What We Don’t Talk About When We Talk About Back to the Future

You already know the “things you never knew about” Back to the Future, but here are the things we don’t say.

Thirty years after Back to the Future hit American movie screens, today is finally “Back to the Future Day”, an Internet-invented one-day-only holiday marking the until-now future date to which Marty McFly travels with Doc Brown to save his family. Hooray, why not!

Before going any further, I should probably say: Back to the Future is by far the movie I have seen the most times, literally my favorite movie of all time, and has been ever since one night in 1986 when my parents allowed me to watch this PG movie (whoa) on VHS so I wouldn’t bother them during a dinner party. The rest is history — but not just mine.

In the years since, Back to the Future has become one of the most beloved movies of its era, and perhaps of any era. What’s more, I’d argue the popularity of the franchise’s first film — which is specifically the focus of this post, as opposed to its likewise popular, but far inferior trilogy-mates—owes less to time travel or its cool car and much more to its clever story, identifiable characters, and indelible themes.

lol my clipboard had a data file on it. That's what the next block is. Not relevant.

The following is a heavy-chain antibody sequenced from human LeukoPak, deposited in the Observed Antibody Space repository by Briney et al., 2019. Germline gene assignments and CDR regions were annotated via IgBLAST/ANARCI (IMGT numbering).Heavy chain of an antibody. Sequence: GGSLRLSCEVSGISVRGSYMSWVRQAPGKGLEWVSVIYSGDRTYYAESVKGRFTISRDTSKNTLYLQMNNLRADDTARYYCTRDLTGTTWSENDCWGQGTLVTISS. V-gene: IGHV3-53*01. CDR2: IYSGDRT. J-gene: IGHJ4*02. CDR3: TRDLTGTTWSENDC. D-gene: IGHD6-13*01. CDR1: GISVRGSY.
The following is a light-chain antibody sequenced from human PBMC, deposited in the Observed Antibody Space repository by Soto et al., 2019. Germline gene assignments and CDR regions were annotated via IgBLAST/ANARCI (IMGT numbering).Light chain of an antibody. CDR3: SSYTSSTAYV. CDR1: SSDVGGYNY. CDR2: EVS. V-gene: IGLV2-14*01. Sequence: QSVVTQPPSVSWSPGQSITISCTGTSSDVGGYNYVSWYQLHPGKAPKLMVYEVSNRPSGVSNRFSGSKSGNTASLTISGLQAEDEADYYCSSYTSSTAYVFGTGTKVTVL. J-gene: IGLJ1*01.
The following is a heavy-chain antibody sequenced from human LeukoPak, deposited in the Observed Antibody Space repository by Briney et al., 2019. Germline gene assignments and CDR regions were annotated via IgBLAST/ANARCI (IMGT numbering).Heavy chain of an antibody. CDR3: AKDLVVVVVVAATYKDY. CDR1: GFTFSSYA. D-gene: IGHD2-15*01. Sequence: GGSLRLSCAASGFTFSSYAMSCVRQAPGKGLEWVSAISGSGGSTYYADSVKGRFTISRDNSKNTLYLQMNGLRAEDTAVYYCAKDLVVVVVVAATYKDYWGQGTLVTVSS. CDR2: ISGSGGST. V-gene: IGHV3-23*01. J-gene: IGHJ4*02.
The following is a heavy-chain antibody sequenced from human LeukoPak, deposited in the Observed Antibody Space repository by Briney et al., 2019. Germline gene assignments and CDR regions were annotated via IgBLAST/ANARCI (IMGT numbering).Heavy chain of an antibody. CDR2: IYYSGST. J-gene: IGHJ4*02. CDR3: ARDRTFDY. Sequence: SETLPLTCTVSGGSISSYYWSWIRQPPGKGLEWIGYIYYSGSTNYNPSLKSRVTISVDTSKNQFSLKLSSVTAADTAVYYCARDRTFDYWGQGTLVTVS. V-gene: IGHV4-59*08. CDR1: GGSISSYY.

That Back to the Future has become surefire Internet clickbait — hence the accidental-ish invention of “Back to the Future Day” ahead of its time — I find both affirming of my own personal tastes and also a persistent annoyance. The Internet is lousy with speculation about the promise of hoverboardery and “things you never noticed” listicles, of which this post is about to become yet another entry in the genre.

The Twin Pines Mall / Lone Pine Mall “Easter egg” is so ubiquitous that Buzzfeed parodied the genre last summer by devoting an entire deadpan post about it, called “The One Thing You Never Noticed In ‘Back To The Future’”, which to this day is still receiving hilariously angry comments.